Time to come clean: I haven’t bothered with upgrading my phone, or ‘daily driver’ (barf), since 2015. I know, kind of sacrilege in our fast-moving, consumerist, gadget-happy society. Because who are you if you don’t always have the latest and greatest? Really, what will your friends think? Your disappointed parents? That judgmental dude with the nose piercing scorning you from the Taco Bell drive-through window? I mean, do you even tech, bro?
But to be completely honest, I’ve been really happy with my Note 5 until this point, and for a device that’s been lapped several times over by Samsung’s own relentless parade of new releases, it’s held up incredibly well these past three years. Yeah, it’s starting to show its age with things like application speed and game performance, but it still functions in all the ways I need it to, at least for the most part. I can still make impromptu grocery lists with the S Pen, even though there’s a bit of a delay when launching the notepad. I can still play most games available on the Google Play Store, even though framerates aren’t exactly what they used to be. Probably most annoying is the recent stuttering in apps like Spotify and YouTube—the Note 5, at least in my own experience, just can’t run them at top efficiency anymore.
So, basically, despite all its understandable era-related shortcomings, I’d say I’ve been rather content with my little Note 5-that-could, reluctantly accepting the fact that I would probably be rocking this now-senile phone for the next two or three years, or at least some time into the foreseeable future. That is, until I tried the new Galaxy Note 9, which might have been a massive mistake. Now I can’t go back, which is a problem, because the unit Samsung sent over is for review purposes only and needs to eventually be returned. And now, like desperation personified, I’m seriously considering dishing out the $1,000 to grab a Note 9 of my very own. Why? Because I need another fix. And because it’s that good.
Let’s start with the screen, shall we? The 6.4-inch Super AMOLED might be my favorite feature on the Note 9 just because it’s so damn crisp. Literally everything looks incredible on it, from high definition YouTube videos to interactive content and even run-of-the-mill stuff like app menus and contact lists. Plus the sheer ridiculous size of the display makes playing games a real delight. In that sense, it almost acts like one of Samsung’s ultra-wide PC gaming monitors, delivering a sense of periphery that I never experienced on my Note 5. Really, no matter what you’re doing on the Note 9, its huge screen amps up the enjoyment factor tenfold. Sometimes I’ll just swipe through menus idly because it feels and looks so good.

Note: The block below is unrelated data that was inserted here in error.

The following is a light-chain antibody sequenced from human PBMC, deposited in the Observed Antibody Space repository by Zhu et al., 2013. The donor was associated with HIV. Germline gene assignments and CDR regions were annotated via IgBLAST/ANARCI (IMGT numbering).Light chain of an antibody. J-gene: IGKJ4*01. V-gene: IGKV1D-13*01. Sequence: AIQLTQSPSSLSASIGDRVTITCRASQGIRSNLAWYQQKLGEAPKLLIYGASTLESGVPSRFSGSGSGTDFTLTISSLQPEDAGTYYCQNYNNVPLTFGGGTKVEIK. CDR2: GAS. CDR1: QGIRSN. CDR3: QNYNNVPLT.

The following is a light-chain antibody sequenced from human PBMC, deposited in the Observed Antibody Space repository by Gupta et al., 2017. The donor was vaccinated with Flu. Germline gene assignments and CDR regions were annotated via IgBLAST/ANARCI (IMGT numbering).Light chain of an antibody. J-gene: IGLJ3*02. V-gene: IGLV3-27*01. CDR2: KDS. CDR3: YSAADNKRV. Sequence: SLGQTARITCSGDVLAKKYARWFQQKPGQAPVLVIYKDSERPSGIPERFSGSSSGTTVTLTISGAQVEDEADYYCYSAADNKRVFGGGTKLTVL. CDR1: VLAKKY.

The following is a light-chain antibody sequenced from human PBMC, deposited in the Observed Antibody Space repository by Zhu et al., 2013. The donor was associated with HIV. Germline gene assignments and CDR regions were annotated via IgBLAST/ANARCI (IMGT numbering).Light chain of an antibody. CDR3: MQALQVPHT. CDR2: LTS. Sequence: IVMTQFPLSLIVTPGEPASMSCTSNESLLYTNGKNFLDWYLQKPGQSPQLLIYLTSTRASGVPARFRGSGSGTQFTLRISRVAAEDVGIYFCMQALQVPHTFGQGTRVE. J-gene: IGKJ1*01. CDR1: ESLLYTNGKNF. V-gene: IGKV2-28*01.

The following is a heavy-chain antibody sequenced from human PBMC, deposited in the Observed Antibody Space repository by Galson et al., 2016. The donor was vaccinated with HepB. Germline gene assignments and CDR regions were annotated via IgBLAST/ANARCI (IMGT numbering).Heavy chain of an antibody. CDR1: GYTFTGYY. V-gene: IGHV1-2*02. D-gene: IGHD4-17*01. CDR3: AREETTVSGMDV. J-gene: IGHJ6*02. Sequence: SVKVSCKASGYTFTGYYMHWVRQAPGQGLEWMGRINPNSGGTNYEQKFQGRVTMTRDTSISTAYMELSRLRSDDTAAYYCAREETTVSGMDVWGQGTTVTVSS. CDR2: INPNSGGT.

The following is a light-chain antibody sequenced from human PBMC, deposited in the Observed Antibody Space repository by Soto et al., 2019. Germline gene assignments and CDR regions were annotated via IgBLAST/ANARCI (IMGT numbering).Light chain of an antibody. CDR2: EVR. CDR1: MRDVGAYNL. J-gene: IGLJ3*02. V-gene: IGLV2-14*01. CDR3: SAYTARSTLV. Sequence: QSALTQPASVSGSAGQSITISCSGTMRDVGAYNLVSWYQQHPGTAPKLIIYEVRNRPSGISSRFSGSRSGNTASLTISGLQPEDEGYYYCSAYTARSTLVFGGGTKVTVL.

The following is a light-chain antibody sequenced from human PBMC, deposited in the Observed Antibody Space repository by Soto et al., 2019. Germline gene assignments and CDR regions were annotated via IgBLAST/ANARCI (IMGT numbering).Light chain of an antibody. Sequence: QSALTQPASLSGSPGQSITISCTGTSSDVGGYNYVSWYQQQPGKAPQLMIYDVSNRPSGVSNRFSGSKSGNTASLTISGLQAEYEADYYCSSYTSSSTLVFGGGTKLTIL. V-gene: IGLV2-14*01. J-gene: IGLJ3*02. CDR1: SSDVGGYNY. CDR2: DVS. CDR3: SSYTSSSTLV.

Speaking of that Super AMOLED, I’ve been playing several games on the Note 9 that really showcase what it’s capable of. I started with the Android port of Fortnite (because it’s 2018 and I want people to think I’m cool), initial impressions of which you can read here. I’ll admit that at first, I wasn’t extremely impressed with how it ran on Samsung’s new hardware, but this version has grown on me significantly since those early days. It’s still isn’t perfect—a little stuttery, a little janky—but Epic Games’ multiplayer sensation running on the Note 9 is still a sight to behold. Amazing that such a huge title has been shrunken down to function on today’s pocket computers, and this phone might be the best way to play it while travelling or laying in bed. It’s all bright colors and sweeping expanses, perfect to show off the power of Samsung’s new device.